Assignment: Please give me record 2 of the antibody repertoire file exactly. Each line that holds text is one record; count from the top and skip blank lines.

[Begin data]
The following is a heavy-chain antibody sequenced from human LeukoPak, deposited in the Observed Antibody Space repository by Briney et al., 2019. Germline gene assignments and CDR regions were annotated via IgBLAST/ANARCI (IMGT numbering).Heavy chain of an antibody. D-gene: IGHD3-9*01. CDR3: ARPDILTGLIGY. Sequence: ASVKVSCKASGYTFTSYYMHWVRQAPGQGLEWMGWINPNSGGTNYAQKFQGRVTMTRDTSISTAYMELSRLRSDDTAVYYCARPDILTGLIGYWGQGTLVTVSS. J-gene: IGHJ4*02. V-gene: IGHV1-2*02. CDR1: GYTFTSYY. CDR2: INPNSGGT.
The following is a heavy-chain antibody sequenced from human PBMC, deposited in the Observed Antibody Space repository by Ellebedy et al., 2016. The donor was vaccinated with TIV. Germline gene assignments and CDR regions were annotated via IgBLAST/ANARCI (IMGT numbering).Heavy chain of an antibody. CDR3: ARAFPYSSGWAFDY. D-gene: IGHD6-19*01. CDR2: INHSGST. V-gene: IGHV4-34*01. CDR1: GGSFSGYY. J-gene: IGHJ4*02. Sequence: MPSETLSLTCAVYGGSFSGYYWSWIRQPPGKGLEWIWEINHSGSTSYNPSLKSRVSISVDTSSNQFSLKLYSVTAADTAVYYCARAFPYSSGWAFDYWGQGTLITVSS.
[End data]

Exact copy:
The following is a heavy-chain antibody sequenced from human PBMC, deposited in the Observed Antibody Space repository by Ellebedy et al., 2016. The donor was vaccinated with TIV. Germline gene assignments and CDR regions were annotated via IgBLAST/ANARCI (IMGT numbering).Heavy chain of an antibody. CDR3: ARAFPYSSGWAFDY. D-gene: IGHD6-19*01. CDR2: INHSGST. V-gene: IGHV4-34*01. CDR1: GGSFSGYY. J-gene: IGHJ4*02. Sequence: MPSETLSLTCAVYGGSFSGYYWSWIRQPPGKGLEWIWEINHSGSTSYNPSLKSRVSISVDTSSNQFSLKLYSVTAADTAVYYCARAFPYSSGWAFDYWGQGTLITVSS.